INDIANAPOLIS – Emergency room visits for non-fatal opioid overdoses rose by nearly 60 percent in Indiana during a recent five-year period, to almost 3,000 visits statewide, according to a new report from the state Department of Health.
The report shows deadly overdoses rose by an average of 3.5 percent each year from 2011 to 2015, peaking at over 270 deaths in 2015, the Indianapolis Star reported. At least 365 people died from drug overdoses in 2016, according to health department statistics.
At 18.2 per 100,000 population, Allen County is below the state rate of 35.9 for non-fatal emergency room visits due to overdoses over the five-year period, according to the report.
Most northeast Indiana counties are far below the state rate, except for Huntington County, which reported 38.5 visits per 100,000 population during the period.
On an annual basis, Allen County had a large jump in non-fatal visits from 13.9 per 100,000 in 2014, to 30.9 in 2015, according to the report. The state rate for 2015 was 45 per 100,000.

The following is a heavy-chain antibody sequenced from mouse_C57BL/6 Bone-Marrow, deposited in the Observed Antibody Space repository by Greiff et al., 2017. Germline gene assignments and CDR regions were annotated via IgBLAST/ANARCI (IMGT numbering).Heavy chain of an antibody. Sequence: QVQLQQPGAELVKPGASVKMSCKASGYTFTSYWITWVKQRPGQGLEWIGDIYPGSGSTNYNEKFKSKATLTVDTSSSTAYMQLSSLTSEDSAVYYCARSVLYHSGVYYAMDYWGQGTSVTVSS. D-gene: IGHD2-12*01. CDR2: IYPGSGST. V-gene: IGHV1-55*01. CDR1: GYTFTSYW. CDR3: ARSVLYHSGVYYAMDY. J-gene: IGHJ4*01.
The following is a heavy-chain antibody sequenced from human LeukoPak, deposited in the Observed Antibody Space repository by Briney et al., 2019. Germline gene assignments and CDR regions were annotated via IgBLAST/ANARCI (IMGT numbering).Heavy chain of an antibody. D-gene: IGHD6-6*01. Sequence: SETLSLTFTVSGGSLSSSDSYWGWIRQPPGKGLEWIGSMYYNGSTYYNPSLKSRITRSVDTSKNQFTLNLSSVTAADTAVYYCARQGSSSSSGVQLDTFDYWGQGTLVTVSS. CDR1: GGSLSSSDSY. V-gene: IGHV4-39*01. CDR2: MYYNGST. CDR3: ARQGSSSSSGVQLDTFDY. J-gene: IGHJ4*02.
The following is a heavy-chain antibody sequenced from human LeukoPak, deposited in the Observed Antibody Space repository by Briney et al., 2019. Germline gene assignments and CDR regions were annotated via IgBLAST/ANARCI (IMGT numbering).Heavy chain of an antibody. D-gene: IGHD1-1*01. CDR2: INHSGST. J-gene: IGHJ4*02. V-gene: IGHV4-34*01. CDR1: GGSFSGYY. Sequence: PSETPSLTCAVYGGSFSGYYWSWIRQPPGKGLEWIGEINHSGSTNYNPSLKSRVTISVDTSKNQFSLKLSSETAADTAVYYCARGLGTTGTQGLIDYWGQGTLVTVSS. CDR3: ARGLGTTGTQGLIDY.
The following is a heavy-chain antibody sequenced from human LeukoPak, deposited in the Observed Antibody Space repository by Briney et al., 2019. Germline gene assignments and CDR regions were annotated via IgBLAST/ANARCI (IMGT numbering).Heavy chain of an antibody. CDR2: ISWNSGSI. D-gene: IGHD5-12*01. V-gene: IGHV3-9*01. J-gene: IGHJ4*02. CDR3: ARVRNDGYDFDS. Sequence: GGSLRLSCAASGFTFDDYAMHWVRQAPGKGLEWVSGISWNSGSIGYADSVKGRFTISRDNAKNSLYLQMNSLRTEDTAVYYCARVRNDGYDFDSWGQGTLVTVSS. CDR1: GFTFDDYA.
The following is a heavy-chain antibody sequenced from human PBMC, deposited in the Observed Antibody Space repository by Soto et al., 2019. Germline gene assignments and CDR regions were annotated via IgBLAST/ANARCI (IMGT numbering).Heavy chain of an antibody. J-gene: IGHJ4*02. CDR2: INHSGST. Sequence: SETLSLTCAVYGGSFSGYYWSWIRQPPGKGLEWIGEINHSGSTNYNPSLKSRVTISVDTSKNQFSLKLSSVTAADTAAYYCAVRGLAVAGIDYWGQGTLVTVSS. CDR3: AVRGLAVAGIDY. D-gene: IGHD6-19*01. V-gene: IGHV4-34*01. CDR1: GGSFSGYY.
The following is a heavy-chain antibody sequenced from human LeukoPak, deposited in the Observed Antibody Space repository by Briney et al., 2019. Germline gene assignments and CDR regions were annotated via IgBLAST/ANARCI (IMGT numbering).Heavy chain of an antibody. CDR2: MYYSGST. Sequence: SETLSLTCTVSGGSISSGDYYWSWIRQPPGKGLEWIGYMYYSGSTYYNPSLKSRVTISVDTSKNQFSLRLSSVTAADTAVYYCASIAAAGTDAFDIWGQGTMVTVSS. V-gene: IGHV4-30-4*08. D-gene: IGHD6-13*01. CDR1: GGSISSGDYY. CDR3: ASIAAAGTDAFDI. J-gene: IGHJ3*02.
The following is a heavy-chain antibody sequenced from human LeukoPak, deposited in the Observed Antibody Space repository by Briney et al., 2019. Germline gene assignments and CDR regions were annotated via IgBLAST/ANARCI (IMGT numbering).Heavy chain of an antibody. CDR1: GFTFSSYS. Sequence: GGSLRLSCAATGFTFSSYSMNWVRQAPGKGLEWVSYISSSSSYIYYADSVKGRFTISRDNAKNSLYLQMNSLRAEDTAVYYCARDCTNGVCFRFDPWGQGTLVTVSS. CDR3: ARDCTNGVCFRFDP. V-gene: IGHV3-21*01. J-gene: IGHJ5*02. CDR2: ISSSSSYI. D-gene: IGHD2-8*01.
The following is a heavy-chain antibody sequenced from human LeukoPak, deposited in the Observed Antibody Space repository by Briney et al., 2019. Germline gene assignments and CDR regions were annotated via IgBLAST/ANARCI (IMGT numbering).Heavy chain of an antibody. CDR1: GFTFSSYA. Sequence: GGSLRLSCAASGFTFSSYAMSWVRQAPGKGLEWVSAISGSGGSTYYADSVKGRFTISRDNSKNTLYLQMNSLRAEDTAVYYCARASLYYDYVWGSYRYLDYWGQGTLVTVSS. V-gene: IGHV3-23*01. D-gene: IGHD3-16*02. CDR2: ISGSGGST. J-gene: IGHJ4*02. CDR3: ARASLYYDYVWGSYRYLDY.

The report also found that soft-tissue infections from intravenous drug use more than doubled statewide in the five-year period. The state rate was 3.7 per 100,000 population. Allen County was below that with a rate of 2.1 for the period.
State health officials said the county-by-county report can help officials find better ways to address the drug problems locally.
“It's very telling to be able to put the data together in one place,” said Pam Pontones, deputy health commissioner. “I think that really helps to tell the story.
“You can think you have an idea of what may be happening, but it's very helpful and more objective to look at data points.”
Pontones said the data can give officials a “snapshot” of what their county looks like.
Gov. Eric Holcomb said he hears about Indiana's drug problem everywhere in the state.
“This is the one issue where everyone wants to help. They just want to know how,” he said.
Jim McClelland, whom Holcomb appointed to coordinate Indiana's response to the opioid epidemic, is expected to issue his first report Thursday.
Ron Shawgo of The Journal Gazette contributed to this story.